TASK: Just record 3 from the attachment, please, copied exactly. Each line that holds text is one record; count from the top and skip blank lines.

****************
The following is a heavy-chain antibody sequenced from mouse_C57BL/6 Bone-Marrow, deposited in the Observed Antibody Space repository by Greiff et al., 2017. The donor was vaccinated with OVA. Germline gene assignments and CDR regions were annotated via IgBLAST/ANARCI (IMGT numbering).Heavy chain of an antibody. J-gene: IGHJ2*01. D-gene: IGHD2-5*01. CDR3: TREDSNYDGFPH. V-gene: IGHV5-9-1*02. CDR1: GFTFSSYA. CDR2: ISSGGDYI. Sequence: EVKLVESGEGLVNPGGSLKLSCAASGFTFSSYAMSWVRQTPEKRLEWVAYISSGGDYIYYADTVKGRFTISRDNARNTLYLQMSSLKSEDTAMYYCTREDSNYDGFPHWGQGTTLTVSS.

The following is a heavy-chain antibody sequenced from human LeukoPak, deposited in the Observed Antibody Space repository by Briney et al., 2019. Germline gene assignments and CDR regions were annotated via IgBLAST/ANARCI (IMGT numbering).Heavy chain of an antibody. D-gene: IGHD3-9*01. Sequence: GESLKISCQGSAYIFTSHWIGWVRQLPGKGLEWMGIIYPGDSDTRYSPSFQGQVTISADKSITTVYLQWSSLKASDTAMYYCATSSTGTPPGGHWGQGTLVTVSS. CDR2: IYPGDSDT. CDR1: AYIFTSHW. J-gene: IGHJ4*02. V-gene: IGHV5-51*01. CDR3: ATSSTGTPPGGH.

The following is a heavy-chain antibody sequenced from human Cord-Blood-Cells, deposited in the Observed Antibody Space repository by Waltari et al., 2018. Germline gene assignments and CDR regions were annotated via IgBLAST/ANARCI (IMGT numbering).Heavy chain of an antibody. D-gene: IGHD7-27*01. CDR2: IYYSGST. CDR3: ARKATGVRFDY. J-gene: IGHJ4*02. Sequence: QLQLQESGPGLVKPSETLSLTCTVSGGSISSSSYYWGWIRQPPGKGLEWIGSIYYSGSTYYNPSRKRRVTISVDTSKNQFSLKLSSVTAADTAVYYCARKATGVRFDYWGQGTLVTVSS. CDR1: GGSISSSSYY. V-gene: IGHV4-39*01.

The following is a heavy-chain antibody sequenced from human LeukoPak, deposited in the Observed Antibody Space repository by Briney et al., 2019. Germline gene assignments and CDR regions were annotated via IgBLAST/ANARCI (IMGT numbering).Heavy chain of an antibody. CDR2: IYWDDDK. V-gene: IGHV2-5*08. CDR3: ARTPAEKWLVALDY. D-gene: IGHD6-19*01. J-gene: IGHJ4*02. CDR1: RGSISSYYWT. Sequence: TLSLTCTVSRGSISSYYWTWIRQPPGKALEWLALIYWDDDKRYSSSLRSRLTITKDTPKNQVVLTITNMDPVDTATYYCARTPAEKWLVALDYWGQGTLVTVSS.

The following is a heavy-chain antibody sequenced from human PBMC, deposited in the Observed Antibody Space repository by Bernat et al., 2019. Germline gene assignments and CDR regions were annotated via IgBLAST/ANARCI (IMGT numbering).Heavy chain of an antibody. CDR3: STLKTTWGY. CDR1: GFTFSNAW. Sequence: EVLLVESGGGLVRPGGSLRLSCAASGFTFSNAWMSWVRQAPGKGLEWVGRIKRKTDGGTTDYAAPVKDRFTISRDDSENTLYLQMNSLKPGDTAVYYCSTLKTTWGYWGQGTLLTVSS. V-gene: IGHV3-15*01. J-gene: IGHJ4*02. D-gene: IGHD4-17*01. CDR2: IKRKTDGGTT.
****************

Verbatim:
The following is a heavy-chain antibody sequenced from human Cord-Blood-Cells, deposited in the Observed Antibody Space repository by Waltari et al., 2018. Germline gene assignments and CDR regions were annotated via IgBLAST/ANARCI (IMGT numbering).Heavy chain of an antibody. D-gene: IGHD7-27*01. CDR2: IYYSGST. CDR3: ARKATGVRFDY. J-gene: IGHJ4*02. Sequence: QLQLQESGPGLVKPSETLSLTCTVSGGSISSSSYYWGWIRQPPGKGLEWIGSIYYSGSTYYNPSRKRRVTISVDTSKNQFSLKLSSVTAADTAVYYCARKATGVRFDYWGQGTLVTVSS. CDR1: GGSISSSSYY. V-gene: IGHV4-39*01.